I am my own toughest client.

I have had some tough clients.  People who want to move the logo over one pixel, just to discover that browsers render elements differently so even though it’s perfect in Safari, it is not just so in Firefox.

I am well versed in the frustrations of cross-browser design, and spend many hours a week cursing Internet Explorer’s very existence.  But that frustration does not compare to how frustrating it is for me to design for me. I am my own toughest client.

At first I really thought that I would keep Artsy Geek Designs at jenniferheller.com, and make it a subsection of this website (using the same WordPress install).  I thought that would make it easier for me in the long run.

This design combined jenniferheller.com and Artsy Geek Design elements...it

I spent a full week putting it together to discover that the resulting website was confusing and hard to navigate. Finally, I broke down and bought a separate domain name. I was also running into troubles having to keep all my content in white boxes…though I love that look for jenniferheller.com, it was wasting many many design hours to keep that same aesthetic going on yet another website.

A few versions later, I had moved everything over to the new domain name and managed to solve the white boxes problem...

I really thought this design was a go, and was all set to release it. Something inside stopped me.

I called my dad. He suggested that it looked a bit like a coloring book (he’s not one to mince words) and had trouble pronouncing “Artsy Geek.”

I needed to hear that, but this feedback propelled me down one hell of a spiral…what do I do?? Do I change my name? I sought the counsel of many of my professional colleagues who felt that it was almost perfect just as it was. There was just something a little bit off…

I agreed.

A big believer in shopping locally, I loved the idea of incorporating Oakland in my design...but this was a dramatic departure, and following this path would require that I redo all my graphics...a long road I didn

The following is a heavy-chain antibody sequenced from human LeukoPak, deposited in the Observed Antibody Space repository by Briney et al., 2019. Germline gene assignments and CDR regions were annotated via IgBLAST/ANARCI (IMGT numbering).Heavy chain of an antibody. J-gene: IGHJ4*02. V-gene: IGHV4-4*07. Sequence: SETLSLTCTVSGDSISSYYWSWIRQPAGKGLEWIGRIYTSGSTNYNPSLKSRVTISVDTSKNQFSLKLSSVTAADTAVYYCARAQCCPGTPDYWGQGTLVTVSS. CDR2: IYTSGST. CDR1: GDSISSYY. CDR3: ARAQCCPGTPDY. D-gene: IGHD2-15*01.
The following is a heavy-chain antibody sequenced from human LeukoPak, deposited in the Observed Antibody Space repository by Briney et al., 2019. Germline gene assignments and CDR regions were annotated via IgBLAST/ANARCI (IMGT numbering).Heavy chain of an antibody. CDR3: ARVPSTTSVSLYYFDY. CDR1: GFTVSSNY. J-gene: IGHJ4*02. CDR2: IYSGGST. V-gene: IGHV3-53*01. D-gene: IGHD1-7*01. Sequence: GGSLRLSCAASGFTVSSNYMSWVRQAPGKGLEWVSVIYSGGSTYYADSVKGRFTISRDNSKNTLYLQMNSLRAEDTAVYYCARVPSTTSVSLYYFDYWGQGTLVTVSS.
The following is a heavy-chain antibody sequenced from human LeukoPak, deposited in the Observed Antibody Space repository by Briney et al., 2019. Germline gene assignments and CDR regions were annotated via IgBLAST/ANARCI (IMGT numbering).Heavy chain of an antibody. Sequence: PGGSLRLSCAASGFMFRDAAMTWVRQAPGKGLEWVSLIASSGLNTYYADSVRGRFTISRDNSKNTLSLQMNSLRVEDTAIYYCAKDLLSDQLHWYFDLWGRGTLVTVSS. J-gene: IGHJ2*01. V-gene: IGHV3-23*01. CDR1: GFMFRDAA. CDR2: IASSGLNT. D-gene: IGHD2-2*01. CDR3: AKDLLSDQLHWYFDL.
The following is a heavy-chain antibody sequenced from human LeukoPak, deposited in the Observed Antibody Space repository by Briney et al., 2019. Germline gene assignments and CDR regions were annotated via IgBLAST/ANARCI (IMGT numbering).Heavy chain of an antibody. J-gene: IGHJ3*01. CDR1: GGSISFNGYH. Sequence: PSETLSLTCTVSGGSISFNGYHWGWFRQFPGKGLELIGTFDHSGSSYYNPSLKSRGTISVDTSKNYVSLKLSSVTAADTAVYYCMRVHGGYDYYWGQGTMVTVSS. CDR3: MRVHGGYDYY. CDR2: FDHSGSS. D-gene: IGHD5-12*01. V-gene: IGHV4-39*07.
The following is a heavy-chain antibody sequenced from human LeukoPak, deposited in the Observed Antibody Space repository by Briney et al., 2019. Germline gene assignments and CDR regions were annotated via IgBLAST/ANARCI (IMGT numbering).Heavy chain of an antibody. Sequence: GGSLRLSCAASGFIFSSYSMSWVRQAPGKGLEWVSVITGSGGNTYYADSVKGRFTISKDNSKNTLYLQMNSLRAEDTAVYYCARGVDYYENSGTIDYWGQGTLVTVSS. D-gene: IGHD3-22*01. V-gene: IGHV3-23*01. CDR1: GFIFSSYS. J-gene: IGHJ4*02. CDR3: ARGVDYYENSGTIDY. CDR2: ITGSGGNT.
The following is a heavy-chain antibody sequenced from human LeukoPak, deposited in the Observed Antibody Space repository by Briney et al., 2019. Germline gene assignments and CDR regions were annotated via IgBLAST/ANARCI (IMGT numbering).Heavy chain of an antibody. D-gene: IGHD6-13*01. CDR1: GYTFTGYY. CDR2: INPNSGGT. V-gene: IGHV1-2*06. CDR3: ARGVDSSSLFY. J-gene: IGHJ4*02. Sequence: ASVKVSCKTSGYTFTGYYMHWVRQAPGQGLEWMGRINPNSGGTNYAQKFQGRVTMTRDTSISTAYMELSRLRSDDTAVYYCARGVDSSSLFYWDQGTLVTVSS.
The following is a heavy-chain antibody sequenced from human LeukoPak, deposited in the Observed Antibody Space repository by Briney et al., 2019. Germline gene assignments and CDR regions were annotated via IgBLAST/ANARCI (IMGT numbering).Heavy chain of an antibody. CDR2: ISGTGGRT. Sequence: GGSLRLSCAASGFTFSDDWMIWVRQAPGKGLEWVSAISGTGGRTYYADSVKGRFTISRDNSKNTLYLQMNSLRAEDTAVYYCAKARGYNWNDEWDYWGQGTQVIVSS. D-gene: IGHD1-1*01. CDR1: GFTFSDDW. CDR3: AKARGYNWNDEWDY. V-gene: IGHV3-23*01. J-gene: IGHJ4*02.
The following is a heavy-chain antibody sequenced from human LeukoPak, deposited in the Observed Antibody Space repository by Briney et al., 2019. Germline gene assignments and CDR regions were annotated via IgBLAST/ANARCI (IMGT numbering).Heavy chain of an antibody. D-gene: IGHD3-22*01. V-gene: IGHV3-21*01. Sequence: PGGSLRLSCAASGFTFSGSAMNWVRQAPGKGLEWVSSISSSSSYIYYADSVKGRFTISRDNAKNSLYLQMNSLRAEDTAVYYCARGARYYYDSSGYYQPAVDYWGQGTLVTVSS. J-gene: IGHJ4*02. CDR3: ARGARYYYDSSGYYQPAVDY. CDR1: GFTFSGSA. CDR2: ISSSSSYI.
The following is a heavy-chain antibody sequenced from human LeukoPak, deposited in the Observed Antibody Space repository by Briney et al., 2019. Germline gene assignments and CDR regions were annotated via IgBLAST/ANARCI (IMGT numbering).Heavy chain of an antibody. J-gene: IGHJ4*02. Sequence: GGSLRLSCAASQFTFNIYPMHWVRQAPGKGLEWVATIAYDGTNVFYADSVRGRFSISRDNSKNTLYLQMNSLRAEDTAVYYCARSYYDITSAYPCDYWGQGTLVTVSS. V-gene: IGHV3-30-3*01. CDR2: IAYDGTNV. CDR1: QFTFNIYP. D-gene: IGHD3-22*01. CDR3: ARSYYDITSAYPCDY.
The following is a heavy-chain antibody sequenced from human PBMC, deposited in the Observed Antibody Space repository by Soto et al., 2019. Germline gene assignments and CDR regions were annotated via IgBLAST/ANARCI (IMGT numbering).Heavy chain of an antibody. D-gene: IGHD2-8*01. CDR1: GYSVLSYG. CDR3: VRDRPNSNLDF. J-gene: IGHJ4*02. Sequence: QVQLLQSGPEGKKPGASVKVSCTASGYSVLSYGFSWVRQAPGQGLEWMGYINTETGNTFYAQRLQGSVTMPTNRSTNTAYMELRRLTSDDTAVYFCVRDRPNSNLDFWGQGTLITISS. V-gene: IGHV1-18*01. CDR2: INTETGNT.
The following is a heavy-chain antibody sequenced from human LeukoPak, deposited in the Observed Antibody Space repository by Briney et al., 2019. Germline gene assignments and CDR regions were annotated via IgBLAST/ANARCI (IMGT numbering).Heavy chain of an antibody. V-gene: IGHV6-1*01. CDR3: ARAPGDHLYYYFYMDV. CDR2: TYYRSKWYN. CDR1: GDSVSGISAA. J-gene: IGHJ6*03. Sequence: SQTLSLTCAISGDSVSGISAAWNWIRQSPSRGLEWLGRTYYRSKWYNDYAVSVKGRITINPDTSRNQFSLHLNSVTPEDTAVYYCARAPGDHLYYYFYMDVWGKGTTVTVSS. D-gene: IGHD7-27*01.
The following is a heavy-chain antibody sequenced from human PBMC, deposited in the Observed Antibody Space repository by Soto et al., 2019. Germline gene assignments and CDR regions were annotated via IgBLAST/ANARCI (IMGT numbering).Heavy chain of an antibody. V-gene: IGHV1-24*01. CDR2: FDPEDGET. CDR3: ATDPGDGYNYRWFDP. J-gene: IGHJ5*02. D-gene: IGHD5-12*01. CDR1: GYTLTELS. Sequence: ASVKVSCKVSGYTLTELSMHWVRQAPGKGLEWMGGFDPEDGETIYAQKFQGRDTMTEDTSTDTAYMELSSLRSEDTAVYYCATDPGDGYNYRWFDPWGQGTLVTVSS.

Frustrated, I craved a really, really simple design.

My eyes were relieved, and I knew I was on the right track. My graphics seemed to pop out of this more neutrally colored site.

I decided to remove EVERY design element from my design (other than the logo header) and add them in slowly, mixing well, and letting my eyes rest between each addition. I discovered that I loved the way the graphics popped against a solid white background. A hint of sky, some exciting graphics in the nav menu and poof!

The resulting design was simple and straightforward.

Finally, I had a design which truly captured the essence of my design ethos, without distracting from what’s important (the content!).

I was sad to sacrifice my adorable cloud graphic, and my mom told me this morning that she misses it.

This little cloud guy is left to grace only this post with his presence.

I have to thank all of my designer and consumer friends who helped me along the way. I couldn’t have done it without you. I’m too hard to design for.

It has to be noted, that working with other clients can be a lot like this. It’s the nature of being a human and having a business–there are so many unique elements of you or your business, that it can be a fight to the death to figure out which ones fit together most elegantly.

It’s my job, as your web designer, to coax them out of you and into a stunningly functional and beautiful website. I’ve learned time and time again that as fun as that might be when working with others, when I work with myself, it’s like pulling teeth.

Speak up peeps.

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